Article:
An architectural drawing or architect's drawing is a technical drawing of a building (or building project) that falls within the definition of architecture. Architectural drawings are used by architects and others for a number of purposes: to develop a design idea into a coherent proposal, to communicate ideas and concepts, to convince clients of the merits of a design, to enable a building contractor to construct it, as a record of the completed work, and to make a record of a building that already exists.
Architectural drawings are made according to a set of conventions, which include particular views (floor plan, section etc.), sheet sizes, units of measurement and scales, annotation and cross referencing. Conventionally, drawings were made in ink on paper or a similar material, and any copies required had to be laboriously made by hand. The twentieth century saw a shift to drawing on tracing paper, so that mechanical copies could be run off efficiently.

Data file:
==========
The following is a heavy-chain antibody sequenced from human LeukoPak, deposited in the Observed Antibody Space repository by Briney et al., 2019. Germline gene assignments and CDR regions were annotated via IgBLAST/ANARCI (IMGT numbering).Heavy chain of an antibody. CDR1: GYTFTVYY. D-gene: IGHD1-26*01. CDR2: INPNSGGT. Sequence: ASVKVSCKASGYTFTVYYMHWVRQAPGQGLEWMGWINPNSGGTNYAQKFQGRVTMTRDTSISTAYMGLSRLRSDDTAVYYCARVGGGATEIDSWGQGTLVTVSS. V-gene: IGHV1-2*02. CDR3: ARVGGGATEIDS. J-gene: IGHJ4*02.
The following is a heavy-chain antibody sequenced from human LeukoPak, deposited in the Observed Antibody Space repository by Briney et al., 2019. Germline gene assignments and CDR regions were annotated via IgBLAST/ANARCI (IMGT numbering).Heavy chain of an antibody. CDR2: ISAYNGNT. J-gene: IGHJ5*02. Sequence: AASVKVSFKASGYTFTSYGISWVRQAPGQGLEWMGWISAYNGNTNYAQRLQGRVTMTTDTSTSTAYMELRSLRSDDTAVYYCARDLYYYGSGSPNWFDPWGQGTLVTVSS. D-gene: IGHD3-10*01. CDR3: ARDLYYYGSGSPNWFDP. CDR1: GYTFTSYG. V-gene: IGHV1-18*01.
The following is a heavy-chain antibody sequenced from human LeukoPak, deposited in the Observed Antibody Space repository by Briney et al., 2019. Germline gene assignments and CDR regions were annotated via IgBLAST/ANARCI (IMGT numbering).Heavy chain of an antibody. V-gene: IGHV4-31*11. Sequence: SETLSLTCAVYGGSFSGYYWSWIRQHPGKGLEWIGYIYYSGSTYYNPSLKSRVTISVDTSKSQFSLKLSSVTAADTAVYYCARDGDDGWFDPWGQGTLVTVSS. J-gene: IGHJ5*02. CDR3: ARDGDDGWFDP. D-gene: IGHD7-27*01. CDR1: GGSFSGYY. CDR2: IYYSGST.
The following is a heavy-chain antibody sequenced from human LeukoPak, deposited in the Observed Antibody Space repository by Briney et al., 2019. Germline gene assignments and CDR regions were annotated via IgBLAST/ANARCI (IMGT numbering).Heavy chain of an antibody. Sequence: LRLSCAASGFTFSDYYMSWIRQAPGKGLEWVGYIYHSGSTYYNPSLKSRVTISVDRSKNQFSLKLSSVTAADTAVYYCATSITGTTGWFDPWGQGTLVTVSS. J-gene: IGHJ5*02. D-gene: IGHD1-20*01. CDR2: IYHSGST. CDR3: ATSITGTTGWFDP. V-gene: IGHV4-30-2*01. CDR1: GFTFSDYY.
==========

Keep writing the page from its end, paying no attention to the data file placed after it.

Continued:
The development of the computer had a major impact on the methods used to design and create technical drawings,making manual drawing almost obsolete, and opening up new possibilities of form using organic shapes and complex geometry. Today the vast majority of drawings are created using CAD software.
The information shown on a locating drawing will be overall sizes, levels and references to assembly drawings. They are intended to show the location of the works, not detail (a common mistake). The location drawings, which can be plans, elevation or sections, are numbered consecutively with the prefix L.
Typically, location drawings will include:
Section through the entire building.
Elevations.British Standard Specification 1192 includes recommended or preferred scales for location drawings.
Block plans usually show the siting of the project in relation to Ordnance Survey Maps.
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